Getty Images/Westend61

Val d'Aran

Catalonia’s northernmost region, famous for its plunging valleys and snowy peaks huddled up against the French border, is an adventure playground for skiers and snowboarders. The Baqueira-Beret-Bonaigua pistes and Arties' luxe hotels lure the winter-sports jet-set, while charming villages like Salardú enchant hikers with views of cloud-scraping mountains. Walkers can head over the mountains in any direction, notably southward to the Parc Nacional d’Aigüestortes i Estany de Sant Maurici.

The Val d'Aran was inaccessible until the 1948 completion of a 5km tunnel connecting its main town, Vielha, to the rest of Spain. A surge in tourism development followed, enabling the world to explore this spectacular region of tumbling valleys, stone-and-slate villages and notable Romanesque churches.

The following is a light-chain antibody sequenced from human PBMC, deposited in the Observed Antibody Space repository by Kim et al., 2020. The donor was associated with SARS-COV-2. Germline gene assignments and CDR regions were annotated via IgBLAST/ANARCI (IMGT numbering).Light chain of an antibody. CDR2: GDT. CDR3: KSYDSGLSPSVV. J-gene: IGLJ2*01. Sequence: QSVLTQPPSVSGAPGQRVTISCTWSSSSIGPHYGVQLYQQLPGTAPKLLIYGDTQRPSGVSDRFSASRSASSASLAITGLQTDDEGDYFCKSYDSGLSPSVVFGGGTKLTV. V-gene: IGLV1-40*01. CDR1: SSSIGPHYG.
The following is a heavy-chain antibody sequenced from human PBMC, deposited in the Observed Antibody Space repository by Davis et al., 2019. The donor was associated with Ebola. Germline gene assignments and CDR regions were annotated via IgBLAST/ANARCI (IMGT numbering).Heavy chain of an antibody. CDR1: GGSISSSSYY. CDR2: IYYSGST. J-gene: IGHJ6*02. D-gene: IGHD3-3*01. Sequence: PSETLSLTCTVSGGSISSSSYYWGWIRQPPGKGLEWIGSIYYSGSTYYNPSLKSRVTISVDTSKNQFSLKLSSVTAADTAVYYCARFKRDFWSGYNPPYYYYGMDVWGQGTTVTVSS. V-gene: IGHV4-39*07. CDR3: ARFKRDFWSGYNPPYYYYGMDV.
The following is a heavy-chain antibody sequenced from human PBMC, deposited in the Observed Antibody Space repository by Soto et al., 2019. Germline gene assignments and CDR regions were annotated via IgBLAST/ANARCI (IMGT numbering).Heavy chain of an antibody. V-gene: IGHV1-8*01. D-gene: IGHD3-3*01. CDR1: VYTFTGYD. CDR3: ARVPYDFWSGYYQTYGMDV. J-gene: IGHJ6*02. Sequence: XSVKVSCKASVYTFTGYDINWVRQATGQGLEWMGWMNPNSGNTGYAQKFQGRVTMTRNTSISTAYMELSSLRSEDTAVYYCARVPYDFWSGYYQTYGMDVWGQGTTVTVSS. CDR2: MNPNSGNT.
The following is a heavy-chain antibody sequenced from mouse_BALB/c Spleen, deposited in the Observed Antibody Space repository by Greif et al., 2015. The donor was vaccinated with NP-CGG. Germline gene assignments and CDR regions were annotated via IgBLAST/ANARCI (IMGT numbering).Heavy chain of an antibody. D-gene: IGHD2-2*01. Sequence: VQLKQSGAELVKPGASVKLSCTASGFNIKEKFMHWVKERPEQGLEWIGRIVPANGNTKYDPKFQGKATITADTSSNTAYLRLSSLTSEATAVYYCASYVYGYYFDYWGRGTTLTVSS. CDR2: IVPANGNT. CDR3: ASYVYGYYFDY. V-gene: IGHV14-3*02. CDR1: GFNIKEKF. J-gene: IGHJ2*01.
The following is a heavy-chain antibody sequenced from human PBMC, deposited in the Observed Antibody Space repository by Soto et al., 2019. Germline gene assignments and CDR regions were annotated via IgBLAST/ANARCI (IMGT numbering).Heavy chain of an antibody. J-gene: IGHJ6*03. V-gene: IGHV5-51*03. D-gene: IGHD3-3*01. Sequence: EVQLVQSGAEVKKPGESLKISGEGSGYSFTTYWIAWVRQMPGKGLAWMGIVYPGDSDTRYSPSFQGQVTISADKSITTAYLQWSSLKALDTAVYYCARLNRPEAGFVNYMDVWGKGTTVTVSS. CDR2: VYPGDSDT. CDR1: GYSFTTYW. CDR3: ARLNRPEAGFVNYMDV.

Thanks in part to its geography, the Val d'Aran’s native language is not Catalan but Aranese (Aranés), a dialect of Occitan or the langue d’oc, the old Romance language of southern France.